Emotionomics: Leveraging Emotions for Business Success (Book Review)

On July 20, 2013
emotionomicsIn Emotionomics: Leveraging Emotions for Business SuccessDan Hill (Founder and President of Sensory Logic, speaker) examines the importance of emotional components in marketing, advertising and sales by presenting a compelling case for employing emotionomics matrix – a model the author developed to quantify, analyze and explain emotional responses to stimuli in the processes of designing and evaluating advertising copy and analyzing a sales process. This matrix is used as a formula for quantifying people’s emotional responses observed through facial coding (the movement of facial muscles). The technique and the science behind the facial coding are presented as a reliable measure of the strength of emotional response (both impact and appeal) in testing advertisement effectiveness.
Facial coding has been around a lot longer than verbal language. We communicate with one another continuously at subtle levels we are generally unaware of. By studying facial responses to inputs, you can find out about how the emotions are truly processing. For example, somebody may say that they like a certain ad, but emotionally they don’t trust the characters in the ad and therefore don’t trust the brand and won’t buy.
Generating an emotional response in a target market that’s important to support one’s business goal. Being on-emotion is at least as important as being on-message or on-strategy, both of which fail to engage the heart and win people over. Emotion drives reason more than reason drives emotion. Science shows that we react to inputs emotionally as quickly as we do logically. We can tell somebody how great our company is but if we don’t make them feel good about our company, we lose the battle. Visual imagery and other non-verbal forms of communication predominate.
People feel more pain from loss than pleasure from profit. The result is loss-aversion behavior, for people will take more risks to avoid losses than they will to realize gains. The example of this shows up in sales. Once the sales person generates a decent living for themselves, business owners have a difficult time getting them to increase their sales by changing or enhancing their sales strategies. Their fear of losing the comfort zone is much greater than the desire to succeed further. The Facial Action Coding System designed by psychologist Dr. Paul Ekman identifies seven core emotions: surprise, fear, anger, sadness, disgust, contempt, and happiness. Interestingly, happiness can be divided between true smiles and social smiles, the latter which may indicate deceit.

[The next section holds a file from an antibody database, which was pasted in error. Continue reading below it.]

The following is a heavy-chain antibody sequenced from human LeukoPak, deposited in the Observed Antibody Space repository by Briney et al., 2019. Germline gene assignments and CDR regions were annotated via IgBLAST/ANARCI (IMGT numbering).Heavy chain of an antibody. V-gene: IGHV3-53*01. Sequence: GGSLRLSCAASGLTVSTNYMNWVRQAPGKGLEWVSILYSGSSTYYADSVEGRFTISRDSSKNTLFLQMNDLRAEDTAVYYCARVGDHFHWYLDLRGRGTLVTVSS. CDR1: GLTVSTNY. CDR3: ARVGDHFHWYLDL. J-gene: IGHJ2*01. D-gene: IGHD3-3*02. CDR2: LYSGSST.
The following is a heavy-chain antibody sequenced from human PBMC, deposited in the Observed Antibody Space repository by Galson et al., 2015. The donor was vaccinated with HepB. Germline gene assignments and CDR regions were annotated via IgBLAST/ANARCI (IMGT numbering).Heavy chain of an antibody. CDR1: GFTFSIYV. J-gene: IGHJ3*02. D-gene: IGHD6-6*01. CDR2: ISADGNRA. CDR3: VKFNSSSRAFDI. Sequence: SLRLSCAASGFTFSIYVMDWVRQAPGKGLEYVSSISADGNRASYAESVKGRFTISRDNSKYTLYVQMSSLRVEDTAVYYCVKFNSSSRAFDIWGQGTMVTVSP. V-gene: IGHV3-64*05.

Research suggests that people tend to say they like something more than their actual feelings merit. According to some large studies done by Hill, when survey ratings were positive, people were in fact positive only 74% of the time.
To achieve success, companies must follow nature. To create a unified culture, a leader must commit rationally to being emotionally vulnerable.
Dan Hill presents a wide variety of business concepts and how these concepts apply to the workplace. Once you will start reading this book, you won’t be able to put is down, as it offers a great introduction to emotions in the business world. I encourage anyone to read it and especially business managers, as it provokes us and makes us to understand that there is a hidden truth behind people’s answers and Dan Hill has made a success by helping advertisers discern truth from appearance.

Leave a Reply

Your email address will not be published. Required fields are marked *

You may use these HTML tags and attributes: <a href="" title=""> <abbr title=""> <acronym title=""> <b> <blockquote cite=""> <cite> <code> <del datetime=""> <em> <i> <q cite=""> <s> <strike> <strong>

%d bloggers like this: